Friday, May 06, 2005

City of Glass

It's taken a decade for Paul Karasik and David Mazzuchelli's graphical adaptation of Auster's novel to make it across the pond. In the introduction Art Spiegelman explains how they originally tried to solicit brand new material from a number of leading novelists. They were determined to break some ground and the fact that City of Glass had been the subject of three unsuccessful screenplay attempts eventually convinced them not to turn their nose up at Auster's offer of one of this particular existing text for their exercise.

In a bid to locate this kind of comic on a shelf apart from the role-playing game guides, they prefer to describe it as Neon Lit as opposed to Graphical Novel. It's a format that allows them to indulge in the kind of visual experimentation that would become very annoying indeed on the silver screen. The narrator's observations are qualitative different here too, as they are excused from sitting inside speech bubbles and are therefore less interruptive than they are within a page of undifferentiated text.

Who knows, I may even read The New York Trilogy now. In an earlier post I was a touch over-scathing about the erudite games Auster likes to play in his books. I do enjoy reading them, it's just that the style is something I wouldn't care to reproduce. He shoves us into a nice little hall of mirrors involving Cervantes and Borges - Cervantes teasingly claimed not to be the author of his famous tale, while Borges wrote a short story called Pierre Menard, Author of Don Quixote about a man that wrote the same words while intending something completely different. So, in City of God Auster appears in his own story to talk about Don Quijote and there's another character called Menard. It's all so ooh aren't I smart. He is a New Yorker though.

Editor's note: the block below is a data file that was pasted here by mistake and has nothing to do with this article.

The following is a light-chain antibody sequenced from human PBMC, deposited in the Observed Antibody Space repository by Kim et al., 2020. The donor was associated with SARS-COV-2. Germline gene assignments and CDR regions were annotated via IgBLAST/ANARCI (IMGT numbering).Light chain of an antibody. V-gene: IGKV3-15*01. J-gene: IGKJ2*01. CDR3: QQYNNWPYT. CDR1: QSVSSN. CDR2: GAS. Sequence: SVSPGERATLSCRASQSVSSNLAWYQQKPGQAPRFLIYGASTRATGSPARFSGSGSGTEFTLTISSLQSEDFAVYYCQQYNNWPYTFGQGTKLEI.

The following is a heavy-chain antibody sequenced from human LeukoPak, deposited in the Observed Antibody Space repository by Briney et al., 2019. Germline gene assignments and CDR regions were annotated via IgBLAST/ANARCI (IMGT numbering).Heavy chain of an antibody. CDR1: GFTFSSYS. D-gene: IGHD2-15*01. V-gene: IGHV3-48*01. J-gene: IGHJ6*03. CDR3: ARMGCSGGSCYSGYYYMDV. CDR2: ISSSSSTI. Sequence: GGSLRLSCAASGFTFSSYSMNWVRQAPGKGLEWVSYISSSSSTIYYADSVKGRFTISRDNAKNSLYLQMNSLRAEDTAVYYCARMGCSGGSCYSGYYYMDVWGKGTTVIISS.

Borges was generally better at this sort of thing.

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